Missing your college days? Want to let your inner millennial out for a night? Bong Spirit Vodka is the way to go.
Copyright 2006 by Aaron Tang, licensed under CC by 2.0
Bong Spirit Vodka is about youthful energy, from its playful packaging to its Instagram. This is a product made specifically with the millennial generation in mind. Its eye-catching and over-the-top design stands out from its more staid and traditional shelf-mates in the liquor store. This is a statement piece, one to put out on the table at parties to get people talking.
But while Bong Vodka makes a great conversation-starter, it's not all flash. There's real substance under its drug-culture exterior.
Bong Spirit Vodka has won a few awards over the years, which proves that it should be taken seriously. It won Platinum Best in Show at the SIP Awards International Spirits Competition, The Gold Award (91 points) at the International Review of Spirits Awards, and First Place at the 22nd Annual Beverage Dynamics.
This vodka is distilled six times through a dual distillation process. Next, it's filtered four times through a sheet, candle, and charcoal process. This is all using a 175 year old recipe passed down through five generations of distillers from Holland. This pedigree combined with its clear reference to drug culture reflects the blending of tradition and youthful change found throughout the Netherlands and Europe as a whole.
Cities like Amsterdam are an eclectic mixture of old and new architecture and culture. The oldest building in Amsterdam was consecrated in the early fourteenth century, and yet it exists today in a city also dotted with skyscrapers and modern office buildings. The city itself has a rich history that has spanned 800 years. When people think of today's Amsterdam though, they are more likely to think of the carefree spirit that comes hand in hand with a thriving tourist industry supported in part by legalized marijuana.
Copyright 2005 by Ricardo Liberato, licensed under CC by 2.0
Bong vodka fully embraces the millennial spirit. The website says "Today’s Millennial vodka drinker is looking to challenge the status quo. Bong Vodka is for those who are not afraid to challenge authority." This youthful anti-authoritarianism makes it a standout liquor brand. It's brash and overt. So what if it isn't elegant or reserved? So what if it references drug culture and parties?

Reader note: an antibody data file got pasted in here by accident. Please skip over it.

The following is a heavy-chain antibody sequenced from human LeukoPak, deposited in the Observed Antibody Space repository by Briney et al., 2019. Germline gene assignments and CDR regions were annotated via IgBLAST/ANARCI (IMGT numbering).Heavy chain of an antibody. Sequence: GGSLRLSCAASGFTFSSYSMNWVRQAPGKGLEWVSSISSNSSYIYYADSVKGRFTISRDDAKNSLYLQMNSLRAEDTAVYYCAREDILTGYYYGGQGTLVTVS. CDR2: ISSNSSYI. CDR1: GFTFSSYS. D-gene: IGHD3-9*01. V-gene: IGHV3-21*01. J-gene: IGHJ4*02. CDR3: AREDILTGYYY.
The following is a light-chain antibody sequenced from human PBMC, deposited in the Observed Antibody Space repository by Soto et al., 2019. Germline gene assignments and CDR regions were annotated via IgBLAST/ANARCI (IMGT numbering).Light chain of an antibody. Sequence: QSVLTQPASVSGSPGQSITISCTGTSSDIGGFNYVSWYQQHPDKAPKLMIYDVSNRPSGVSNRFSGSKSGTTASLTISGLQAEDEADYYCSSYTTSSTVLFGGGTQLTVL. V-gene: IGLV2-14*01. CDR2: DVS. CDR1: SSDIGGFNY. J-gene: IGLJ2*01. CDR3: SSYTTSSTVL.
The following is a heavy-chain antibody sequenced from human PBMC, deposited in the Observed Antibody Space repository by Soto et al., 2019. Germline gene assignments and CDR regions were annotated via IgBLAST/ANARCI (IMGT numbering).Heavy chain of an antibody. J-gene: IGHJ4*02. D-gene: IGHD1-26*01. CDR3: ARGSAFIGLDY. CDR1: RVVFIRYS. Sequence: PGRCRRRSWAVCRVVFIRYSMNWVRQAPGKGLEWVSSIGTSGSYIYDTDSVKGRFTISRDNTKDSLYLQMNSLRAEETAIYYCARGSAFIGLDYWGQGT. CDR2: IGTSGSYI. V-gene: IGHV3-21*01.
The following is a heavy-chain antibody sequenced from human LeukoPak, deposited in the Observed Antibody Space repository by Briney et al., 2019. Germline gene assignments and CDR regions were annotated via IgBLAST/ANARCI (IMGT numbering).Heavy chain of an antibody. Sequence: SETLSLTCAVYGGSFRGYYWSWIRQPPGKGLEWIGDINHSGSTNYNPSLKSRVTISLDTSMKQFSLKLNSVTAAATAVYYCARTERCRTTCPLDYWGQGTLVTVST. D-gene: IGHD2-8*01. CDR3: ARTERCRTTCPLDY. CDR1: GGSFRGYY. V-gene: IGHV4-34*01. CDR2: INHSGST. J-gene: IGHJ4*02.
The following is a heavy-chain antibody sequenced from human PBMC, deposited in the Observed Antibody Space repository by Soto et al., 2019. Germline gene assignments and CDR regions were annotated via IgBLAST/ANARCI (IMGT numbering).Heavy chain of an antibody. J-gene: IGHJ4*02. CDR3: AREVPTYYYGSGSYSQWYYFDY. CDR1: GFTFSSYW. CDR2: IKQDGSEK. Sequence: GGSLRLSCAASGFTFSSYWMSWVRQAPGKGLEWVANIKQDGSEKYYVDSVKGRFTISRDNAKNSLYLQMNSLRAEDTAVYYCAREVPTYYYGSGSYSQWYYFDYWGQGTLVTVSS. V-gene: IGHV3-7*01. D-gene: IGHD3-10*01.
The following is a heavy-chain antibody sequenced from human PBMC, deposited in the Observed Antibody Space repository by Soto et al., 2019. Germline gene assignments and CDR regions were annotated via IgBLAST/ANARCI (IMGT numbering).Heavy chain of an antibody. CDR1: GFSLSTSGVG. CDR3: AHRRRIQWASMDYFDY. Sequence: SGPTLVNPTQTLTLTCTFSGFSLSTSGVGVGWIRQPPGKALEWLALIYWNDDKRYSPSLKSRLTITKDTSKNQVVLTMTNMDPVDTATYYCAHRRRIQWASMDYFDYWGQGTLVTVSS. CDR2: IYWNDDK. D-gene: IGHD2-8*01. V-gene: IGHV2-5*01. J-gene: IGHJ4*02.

Alcohol is an integral part of social life, particularly for young people who want escape the stressful atmosphere of college or entry-level jobs. This is the perfect answer to that millennial desire for escapism: a liquor that is good quality without taking itself too seriously.
Plus it'll really step up your social media game.
You can buy some here: Bong Spirit Vodka
A bottle of W.L. Weller 12 Year Bourbon is like tickets for Hamilton on Broadway: hard to find but well worth the wait.
Copyright 2015 by Peter Anderson, licensed under CC by 2.0
Weller 12 year has skyrocketed in both popularity and price in recent times. From the numerous awards it has won over the years, that's not entirely surprising. But Weller 12's popularity is also part of a larger trend in liquor which is affecting whisk(e)y sales around the world. We are in the middle of what Fortune calls "The Billion-Dollar Bourbon Boom." From 2009 to 2014, bourbon sales increased at an unexpected rate of 6.75% per year - three times the sales increase from 2002 to 2007. Now, in 2016, bourbon remains a trendy purchase for millenials. Everyone wants to get their hands on a bottle of quality bourbon, and Weller 12 is an excellent bet.
From the rich amber hue to the elegant bottle, Weller 12 stands out on a shelf with an air of understated grace. This wheated bourbon (meaning its mash bill contains wheat instead of rye) has a soft yet bold flavor. Pop it open to experience what Buffalo Trace Distillery calls "aromas of lanolin, almond, creamed corn and toasty vanilla."
Copyright 2009 by Carl Wycoff, licensed under CC by 2.0
Buffalo Trace is about as all-American as you can get. Benjamin Harrison Blanton started distilling whiskey on the site in 1811, when Kentucky was still new to the union. Over the course of a century and some change, the distillery changed owners and names many times. It endured a fire, flooding, and prohibition, during which the distillery was allowed to remain open to produce "medicinal whiskey." It was rechristened "Buffalo Trace" in 1999 for the local railway line that had followed the tracks of migrating bison centuries prior. The distillery continually produces great products, from the eponymous Buffalo Trace Bourbon to the coveted classic: Pappy Van Winkle. Weller 12 is a strong part of Buffalo Trace's team of bourbons, and one that should satisfy the palates of both connoisseurs and casual liquor enthusiasts.